By Wen Weiru
Japanese Navy’s destroyer JS Ise visits the Philippines. (File photo)
The Philippine President Ferdinand Romualdez Marcos made an official visit to Japan from February 8 to 12, and met with Japanese Prime Minister Fumio Kishida on February 9, according to Japanese media reports. It is learnt that this is the first visit to Japan by Marcos since he took office in June 2022. The two sides will actively promote economic, trade and defense cooperation.
The Department of National Defense of the Philippines and the Ministry of Defense of Japan signed a defense cooperation document on humanitarian support and disaster relief on February 9, which will facilitate joint exercises between the two sides.
The defense relationship between Japan and the Philippines has improved significantly in recent years. In April 2022, the Philippine foreign minister and defense minister went to Tokyo for the first "two-plus-two" talks with Japanese counterparts and reached a consensus on signing the Reciprocal Access Agreement to facilitate joint exercises. Prior to that, Japan's Mitsubishi Electric Corporation exported four air defense radar systems to the Philippines, which is the first order since the revision of The Three Principles on Transfer of Defense Equipment and Technology. In addition, the sea and air forces of the two countries have also established bilateral exercise mechanisms. In June 2022, Japan sent a C-130H transport aircraft and about 20 members of the Japan Air Self-Defense Force (JASDF) to participate in the military exercise hosted by the Philippine Air Force, and sent a signal to the Philippines that it would strengthen the export of military space technology to the Philippines. In November 2022, the Japan Maritime Self-Defense Force sent frigates to the Philippines for joint training exercise with vessels of the Philippine Navy around Subic Bay. In December, with the permission of the Philippines, two F-15 fighter jets of the JASDF arrived at the Philippines’ Clark Air Base and stayed for several days for military exchanges.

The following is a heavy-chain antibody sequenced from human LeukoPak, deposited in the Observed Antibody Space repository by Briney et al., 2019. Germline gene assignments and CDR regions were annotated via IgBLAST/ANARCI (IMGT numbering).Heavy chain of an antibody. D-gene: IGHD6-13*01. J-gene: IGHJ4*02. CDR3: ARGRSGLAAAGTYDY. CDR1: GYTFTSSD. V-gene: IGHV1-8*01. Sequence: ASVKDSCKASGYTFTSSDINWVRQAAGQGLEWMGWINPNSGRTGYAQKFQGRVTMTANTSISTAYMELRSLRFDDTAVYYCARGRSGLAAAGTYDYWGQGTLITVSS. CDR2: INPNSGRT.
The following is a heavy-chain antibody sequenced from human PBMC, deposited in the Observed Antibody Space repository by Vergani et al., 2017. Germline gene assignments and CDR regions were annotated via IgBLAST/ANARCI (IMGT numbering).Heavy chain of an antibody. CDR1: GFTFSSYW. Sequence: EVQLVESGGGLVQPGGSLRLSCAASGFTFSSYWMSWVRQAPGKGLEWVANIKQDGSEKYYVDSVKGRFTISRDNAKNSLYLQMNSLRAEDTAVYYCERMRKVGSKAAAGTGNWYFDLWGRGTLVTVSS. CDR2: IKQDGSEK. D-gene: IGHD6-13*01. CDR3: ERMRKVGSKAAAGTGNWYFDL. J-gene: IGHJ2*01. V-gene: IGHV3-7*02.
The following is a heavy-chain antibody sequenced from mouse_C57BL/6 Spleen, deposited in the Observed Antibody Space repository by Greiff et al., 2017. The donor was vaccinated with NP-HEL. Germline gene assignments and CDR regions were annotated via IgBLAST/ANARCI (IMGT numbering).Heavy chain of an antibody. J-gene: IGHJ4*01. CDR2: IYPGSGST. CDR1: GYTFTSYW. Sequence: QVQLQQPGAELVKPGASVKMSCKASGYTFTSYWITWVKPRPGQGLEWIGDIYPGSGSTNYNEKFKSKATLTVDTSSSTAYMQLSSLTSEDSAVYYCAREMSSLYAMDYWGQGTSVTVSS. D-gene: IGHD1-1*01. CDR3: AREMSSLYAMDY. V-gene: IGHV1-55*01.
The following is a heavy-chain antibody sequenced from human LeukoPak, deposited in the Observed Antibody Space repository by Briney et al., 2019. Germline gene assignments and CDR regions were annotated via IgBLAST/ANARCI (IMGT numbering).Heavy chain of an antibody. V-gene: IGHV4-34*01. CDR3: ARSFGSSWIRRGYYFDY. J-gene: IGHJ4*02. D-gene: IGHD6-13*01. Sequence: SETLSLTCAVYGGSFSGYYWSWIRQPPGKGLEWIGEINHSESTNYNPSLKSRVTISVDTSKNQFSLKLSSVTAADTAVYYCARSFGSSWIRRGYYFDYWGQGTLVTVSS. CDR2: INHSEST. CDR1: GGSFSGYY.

Judging from the process of Marcos' visit to Japan, the Philippine side focuses on the economic field while the Japanese side focuses on the defense field. In fact, Japan has continued to build up its defense relationship with the Philippines in recent years out of two considerations.
The first is to expand arms exports. Japan urgently needs to solve the dilemma of the military industry and open the international arms and technology export situation. Japan hopes to expand its arms export market by strengthening bilateral ties and turning the Philippines into a customer. The second is to expand the so-called “Indo-Pacific mechanism” and enhance regional influence. Japan regards the Philippines as a security strategic pivot in the Indo-Pacific region and has been trying to win over the Philippines as its ally by strengthening US-Japan-Philippines relations, so as to gain regional competitive advantages.
For the Philippines, Marcos hopes to maximize its own interests making use of its geographical advantages. According to data from the Philippine News Agency in 2021, Japan is the Philippines' second-largest trading partner, third-largest export market and second-largest source of imports. It is undoubtedly a good deal for the Philippines to continuously gain economic benefits through strengthening relations with Japan. However, since it is business, getting what is needed and controlling risks are equally important. Once the pains outweighs the gains, doing business will lose the meaning of mutual benefit. Therefore, the trend of the Japan-Philippines relationship remains to be further observed.